I don't know about you, but I often get tired of the usual left vs. right debates in politics, media, religion and culture. In this case, we have a liberal Jewish publication offering a serious critique of the newspaper -- The New York Times, of course -- that serves as holy writ for the cultural left. The headline: "The New York Times and its Israel Bias --The Gray Lady's Blind Spot."

This piece, in turn, opened with a Times hook -- a column by Times Public Editor Margaret Sullivan in response to waves of letters from readers about this topic.

The key is a topic that your GetReligionistas hear about all of the time from our readers: How are people supposed to believe that the EDITORIAL perspective shown in social media and columns is completely separated from the worldview that drives the hard-news coverage in the same publication?

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Where will various religions stand in the same-sex marriage church-state showdown?

Where will various religions stand in the same-sex marriage church-state showdown?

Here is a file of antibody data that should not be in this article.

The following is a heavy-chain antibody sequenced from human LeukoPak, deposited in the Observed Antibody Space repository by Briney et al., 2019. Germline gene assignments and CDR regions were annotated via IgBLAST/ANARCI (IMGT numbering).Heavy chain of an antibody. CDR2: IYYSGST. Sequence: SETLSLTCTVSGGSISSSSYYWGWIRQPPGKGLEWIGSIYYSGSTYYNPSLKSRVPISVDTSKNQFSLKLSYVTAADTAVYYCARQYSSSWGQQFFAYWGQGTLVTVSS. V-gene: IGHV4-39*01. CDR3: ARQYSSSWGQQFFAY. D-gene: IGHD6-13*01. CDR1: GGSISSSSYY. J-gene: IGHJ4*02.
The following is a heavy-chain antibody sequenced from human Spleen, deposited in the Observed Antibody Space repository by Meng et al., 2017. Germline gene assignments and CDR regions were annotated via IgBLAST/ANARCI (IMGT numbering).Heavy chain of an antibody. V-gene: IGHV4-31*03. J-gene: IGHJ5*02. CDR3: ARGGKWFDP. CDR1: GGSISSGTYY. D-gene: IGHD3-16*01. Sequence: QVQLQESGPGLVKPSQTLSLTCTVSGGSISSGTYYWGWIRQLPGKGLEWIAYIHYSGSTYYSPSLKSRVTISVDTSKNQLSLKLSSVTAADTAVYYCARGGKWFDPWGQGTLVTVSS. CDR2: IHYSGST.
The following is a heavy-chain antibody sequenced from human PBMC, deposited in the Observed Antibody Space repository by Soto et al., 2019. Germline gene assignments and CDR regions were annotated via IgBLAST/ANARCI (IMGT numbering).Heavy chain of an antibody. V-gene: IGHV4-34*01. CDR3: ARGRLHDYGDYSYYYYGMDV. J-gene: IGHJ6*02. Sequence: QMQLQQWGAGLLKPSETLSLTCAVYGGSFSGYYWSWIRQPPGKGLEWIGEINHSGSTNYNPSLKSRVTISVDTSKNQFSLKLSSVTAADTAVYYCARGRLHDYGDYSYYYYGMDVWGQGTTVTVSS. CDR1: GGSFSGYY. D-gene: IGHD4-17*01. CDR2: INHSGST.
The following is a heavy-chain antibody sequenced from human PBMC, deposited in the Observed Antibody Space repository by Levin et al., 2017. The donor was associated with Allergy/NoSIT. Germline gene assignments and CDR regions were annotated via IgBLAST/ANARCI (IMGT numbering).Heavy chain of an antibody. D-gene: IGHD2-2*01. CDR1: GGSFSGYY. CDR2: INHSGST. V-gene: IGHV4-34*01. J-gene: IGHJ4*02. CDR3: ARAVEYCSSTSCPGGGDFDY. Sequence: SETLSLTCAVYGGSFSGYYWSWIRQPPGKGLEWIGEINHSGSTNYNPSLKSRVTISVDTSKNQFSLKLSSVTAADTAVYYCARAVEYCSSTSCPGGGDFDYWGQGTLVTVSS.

The U.S. Supreme Court’s April hearing and June ruling on same-sex marriage will be historic for the nation’s religions as well as for partisan politics, law, and society. There’s sharp division in this case among faith groups, and sometimes within them, so reporters will want to carefully monitor the inflow of religious and moral arguments as “friend of the court” briefs are filed in coming weeks.

The court defines two issues: Does the Constitution’s “equal protection” clause require that all states issue same-sex marriage licenses? Does the same clause require that a state recognize all marriages lawfully licensed by other states?

An implicit issue: whether judges or state legislatures and voters have power over contested social policies.

Religious proponents of marriage change are confident of Supreme Court victory and likely to file briefs. They include liberal Jews, Unitarian Universalists, and the Metropolitan Community Churches (whose primary ministry is with gays, lesbians, bisexuals and the transgendered), along with organizations of atheists and humanists.  Defending traditional marriage  are the the leaders of the Roman Catholic Church, Eastern Orthodoxy, evangelical and conservative Protestants, some African-American Protestants, the Church of Jesus Christ of Latter-day Saints (“Mormon”), Orthodox Judaism and Islam.